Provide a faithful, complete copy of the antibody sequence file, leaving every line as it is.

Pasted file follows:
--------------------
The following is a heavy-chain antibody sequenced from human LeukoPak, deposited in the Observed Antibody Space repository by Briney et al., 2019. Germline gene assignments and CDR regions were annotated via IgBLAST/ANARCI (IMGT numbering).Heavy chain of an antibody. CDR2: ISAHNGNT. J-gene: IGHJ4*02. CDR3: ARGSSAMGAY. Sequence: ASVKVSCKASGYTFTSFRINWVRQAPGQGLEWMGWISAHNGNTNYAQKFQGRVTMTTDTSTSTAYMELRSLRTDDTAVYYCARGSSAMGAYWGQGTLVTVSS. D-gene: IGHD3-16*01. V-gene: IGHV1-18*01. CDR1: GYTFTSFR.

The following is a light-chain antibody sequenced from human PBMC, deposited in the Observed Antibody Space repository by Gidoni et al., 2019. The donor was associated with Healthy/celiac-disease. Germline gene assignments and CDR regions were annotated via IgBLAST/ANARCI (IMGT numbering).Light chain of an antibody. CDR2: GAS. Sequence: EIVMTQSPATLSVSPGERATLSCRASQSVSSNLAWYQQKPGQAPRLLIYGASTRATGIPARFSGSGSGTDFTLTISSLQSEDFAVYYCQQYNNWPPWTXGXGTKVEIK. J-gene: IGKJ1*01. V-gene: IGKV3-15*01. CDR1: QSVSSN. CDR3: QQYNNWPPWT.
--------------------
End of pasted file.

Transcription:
The following is a heavy-chain antibody sequenced from human LeukoPak, deposited in the Observed Antibody Space repository by Briney et al., 2019. Germline gene assignments and CDR regions were annotated via IgBLAST/ANARCI (IMGT numbering).Heavy chain of an antibody. CDR2: ISAHNGNT. J-gene: IGHJ4*02. CDR3: ARGSSAMGAY. Sequence: ASVKVSCKASGYTFTSFRINWVRQAPGQGLEWMGWISAHNGNTNYAQKFQGRVTMTTDTSTSTAYMELRSLRTDDTAVYYCARGSSAMGAYWGQGTLVTVSS. D-gene: IGHD3-16*01. V-gene: IGHV1-18*01. CDR1: GYTFTSFR.

The following is a light-chain antibody sequenced from human PBMC, deposited in the Observed Antibody Space repository by Gidoni et al., 2019. The donor was associated with Healthy/celiac-disease. Germline gene assignments and CDR regions were annotated via IgBLAST/ANARCI (IMGT numbering).Light chain of an antibody. CDR2: GAS. Sequence: EIVMTQSPATLSVSPGERATLSCRASQSVSSNLAWYQQKPGQAPRLLIYGASTRATGIPARFSGSGSGTDFTLTISSLQSEDFAVYYCQQYNNWPPWTXGXGTKVEIK. J-gene: IGKJ1*01. V-gene: IGKV3-15*01. CDR1: QSVSSN. CDR3: QQYNNWPPWT.